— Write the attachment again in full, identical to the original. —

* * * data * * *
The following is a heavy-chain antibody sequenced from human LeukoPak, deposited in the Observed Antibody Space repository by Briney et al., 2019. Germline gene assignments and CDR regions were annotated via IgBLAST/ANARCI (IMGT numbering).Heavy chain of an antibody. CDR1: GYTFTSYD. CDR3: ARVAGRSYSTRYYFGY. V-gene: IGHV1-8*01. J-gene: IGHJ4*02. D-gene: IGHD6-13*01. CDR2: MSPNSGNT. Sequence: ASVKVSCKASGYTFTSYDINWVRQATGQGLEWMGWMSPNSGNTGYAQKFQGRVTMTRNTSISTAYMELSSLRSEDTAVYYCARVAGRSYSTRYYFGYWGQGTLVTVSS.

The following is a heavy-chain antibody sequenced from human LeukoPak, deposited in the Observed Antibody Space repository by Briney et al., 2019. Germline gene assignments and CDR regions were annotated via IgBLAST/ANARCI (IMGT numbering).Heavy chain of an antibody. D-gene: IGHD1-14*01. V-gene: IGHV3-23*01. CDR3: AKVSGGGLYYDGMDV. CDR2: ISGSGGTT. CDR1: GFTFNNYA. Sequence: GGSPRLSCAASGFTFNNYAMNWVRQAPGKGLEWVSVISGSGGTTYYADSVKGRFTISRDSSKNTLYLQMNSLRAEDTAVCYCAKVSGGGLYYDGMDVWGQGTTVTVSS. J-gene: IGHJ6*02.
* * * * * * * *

The following is a heavy-chain antibody sequenced from human LeukoPak, deposited in the Observed Antibody Space repository by Briney et al., 2019. Germline gene assignments and CDR regions were annotated via IgBLAST/ANARCI (IMGT numbering).Heavy chain of an antibody. CDR1: GYTFTSYD. CDR3: ARVAGRSYSTRYYFGY. V-gene: IGHV1-8*01. J-gene: IGHJ4*02. D-gene: IGHD6-13*01. CDR2: MSPNSGNT. Sequence: ASVKVSCKASGYTFTSYDINWVRQATGQGLEWMGWMSPNSGNTGYAQKFQGRVTMTRNTSISTAYMELSSLRSEDTAVYYCARVAGRSYSTRYYFGYWGQGTLVTVSS.

The following is a heavy-chain antibody sequenced from human LeukoPak, deposited in the Observed Antibody Space repository by Briney et al., 2019. Germline gene assignments and CDR regions were annotated via IgBLAST/ANARCI (IMGT numbering).Heavy chain of an antibody. D-gene: IGHD1-14*01. V-gene: IGHV3-23*01. CDR3: AKVSGGGLYYDGMDV. CDR2: ISGSGGTT. CDR1: GFTFNNYA. Sequence: GGSPRLSCAASGFTFNNYAMNWVRQAPGKGLEWVSVISGSGGTTYYADSVKGRFTISRDSSKNTLYLQMNSLRAEDTAVCYCAKVSGGGLYYDGMDVWGQGTTVTVSS. J-gene: IGHJ6*02.